Roe pulled off and stopped the Nissan on the exit ramp. Bayless, a trooper in the canine unit, arrived at the same time.

Galloway told Roe he was driving home to Wheeling after visiting his fiancee in Columbus. The 54-year-old said that he wasn’t feeling well, was diabetic and had a heart stent.

“Sure you’re OK? You seem like you’re struggling a little bit,” Roe said.

The trooper asked whether Galloway had eaten, and at one point asked him if he “wants a squad.” Galloway’s response, if any, can’t be heard.

“I submit that when he told you he does not feel well, it’s not good enough just to ask for a squad,” Grove said. An ambulance should have been called to “increase the chance that Perry would have survived,” he said.

Grove said Galloway gave his name as Michael E. Galloway, his brother’s name. He said Galloway was ill and likely confused.

At 11:27 a.m., Roe had Galloway sit in the back seat of his Dodge Charger cruiser while Bayless’ dog went through the Nissan. Roe helped Galloway look through his bag of medicine.

Bayless told Galloway, who was not handcuffed, that the dog detected narcotics and questioned him about drugs. Galloway insisted there were no illegal drugs in the car.

Galloway asked if there was someplace he could sit until someone could pick him up. Bayless told him to put his feet inside the cruiser.

“I can’t even get in here, sir,” the 6-foot, 220-pound Galloway said.

Bayless retrieved Galloway’s reading glasses then shut the door at 11:32 a.m. Galloway appeared uncomfortable and was breathing heavily as he looked through his medications.

About 13 minutes later, Roe opened the door and asked, “Feeling any better?” Galloway responded: “Yes, lots better.” Roe then told him that they had found a photo ID that said his first name was Perry. Grove said Galloway’s speech was slurred and he appeared more confused.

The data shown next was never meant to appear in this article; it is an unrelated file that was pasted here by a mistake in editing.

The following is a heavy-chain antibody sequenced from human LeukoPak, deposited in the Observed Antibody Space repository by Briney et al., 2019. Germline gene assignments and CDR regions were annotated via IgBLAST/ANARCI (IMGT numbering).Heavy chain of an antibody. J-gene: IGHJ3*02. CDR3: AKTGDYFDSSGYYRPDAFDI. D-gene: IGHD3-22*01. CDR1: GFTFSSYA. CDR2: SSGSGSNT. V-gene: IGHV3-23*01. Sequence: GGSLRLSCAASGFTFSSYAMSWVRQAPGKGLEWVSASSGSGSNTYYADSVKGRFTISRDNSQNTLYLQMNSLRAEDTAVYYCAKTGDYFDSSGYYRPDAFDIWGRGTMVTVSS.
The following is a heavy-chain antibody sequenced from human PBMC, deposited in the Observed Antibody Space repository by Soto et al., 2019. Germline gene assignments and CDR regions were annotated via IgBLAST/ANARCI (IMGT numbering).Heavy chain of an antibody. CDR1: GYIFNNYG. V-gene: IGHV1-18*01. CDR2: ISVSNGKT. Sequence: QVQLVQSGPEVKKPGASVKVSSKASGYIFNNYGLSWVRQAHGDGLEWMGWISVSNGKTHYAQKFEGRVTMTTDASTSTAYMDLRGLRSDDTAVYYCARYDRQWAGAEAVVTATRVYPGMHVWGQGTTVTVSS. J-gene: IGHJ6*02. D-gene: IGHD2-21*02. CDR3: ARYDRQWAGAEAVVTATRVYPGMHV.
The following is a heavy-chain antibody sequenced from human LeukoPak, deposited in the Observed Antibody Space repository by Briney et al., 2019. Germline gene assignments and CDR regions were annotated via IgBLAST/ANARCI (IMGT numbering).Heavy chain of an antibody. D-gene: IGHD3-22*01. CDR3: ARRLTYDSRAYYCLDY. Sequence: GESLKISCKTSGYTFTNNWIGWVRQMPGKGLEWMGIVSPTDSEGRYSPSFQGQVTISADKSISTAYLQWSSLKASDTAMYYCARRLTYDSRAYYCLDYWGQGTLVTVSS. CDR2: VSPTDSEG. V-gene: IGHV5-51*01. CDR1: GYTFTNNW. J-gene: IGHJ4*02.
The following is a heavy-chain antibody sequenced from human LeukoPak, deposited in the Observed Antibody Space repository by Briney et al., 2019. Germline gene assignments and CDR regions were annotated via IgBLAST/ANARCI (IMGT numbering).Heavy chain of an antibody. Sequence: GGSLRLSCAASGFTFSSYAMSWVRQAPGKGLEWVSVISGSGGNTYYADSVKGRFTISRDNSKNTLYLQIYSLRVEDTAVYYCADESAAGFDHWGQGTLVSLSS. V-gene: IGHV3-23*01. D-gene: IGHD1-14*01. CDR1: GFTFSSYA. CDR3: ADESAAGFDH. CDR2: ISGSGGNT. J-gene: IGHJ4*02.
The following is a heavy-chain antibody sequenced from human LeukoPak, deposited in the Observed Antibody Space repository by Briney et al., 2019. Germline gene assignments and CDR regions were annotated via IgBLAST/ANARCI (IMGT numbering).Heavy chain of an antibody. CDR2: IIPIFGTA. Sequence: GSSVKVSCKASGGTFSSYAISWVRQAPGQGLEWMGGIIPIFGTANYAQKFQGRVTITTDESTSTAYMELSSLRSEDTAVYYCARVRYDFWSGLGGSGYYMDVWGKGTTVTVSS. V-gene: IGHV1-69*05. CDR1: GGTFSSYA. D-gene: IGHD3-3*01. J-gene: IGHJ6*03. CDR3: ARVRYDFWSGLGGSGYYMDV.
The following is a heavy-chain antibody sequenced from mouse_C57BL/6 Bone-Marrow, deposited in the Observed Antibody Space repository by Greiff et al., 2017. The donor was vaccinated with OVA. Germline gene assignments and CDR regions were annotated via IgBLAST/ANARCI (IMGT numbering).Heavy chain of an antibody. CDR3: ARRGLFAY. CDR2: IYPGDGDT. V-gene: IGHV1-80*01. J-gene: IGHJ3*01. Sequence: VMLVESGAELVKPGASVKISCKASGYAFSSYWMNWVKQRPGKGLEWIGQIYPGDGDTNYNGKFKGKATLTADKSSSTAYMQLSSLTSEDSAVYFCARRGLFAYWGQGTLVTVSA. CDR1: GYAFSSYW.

While he was in the back seat of the cruiser, Galloway injected himself at least twice with what’s believed to be an insulin pen and took nitroglycerin tablets.

At 11:56, he began to convulse. The door opened, and Roe told him to “hang on” and called for the other troopers to summon an ambulance.

As Galloway began to slump in the seat, Bayless came to the door. “We’ll get you a squad and then you go to jail after you have the squad, but you’re not going to get out of that, OK?” he said.

“Perry, we have a warrant for your arrest out of Belmont County,” Roe said. It was for failure to appear in a traffic case.

Roe assured Galloway, now prone on the seat, that a medic was on the way.

“Perry! C’mon buddy!” he said as he tapped Galloway on the face in an attempt to rouse him.

“C’mon man, don’t do this!” Roe said. The troopers, now including Mamula, pulled Galloway from the cruiser and laid him on the ground.

The squad arrived at 12:04 p.m. and left 10 minutes later for the Southeastern Ohio Regional Medical Center in Cambridge, where Galloway was pronounced dead at 12:27 p.m.

Goodwin said her father looked out for everyone.

“If someone was being discriminated, if their kid needed help get a scholarship, whatever,″ Goodwin said. “He was everyone’s go-to guy.”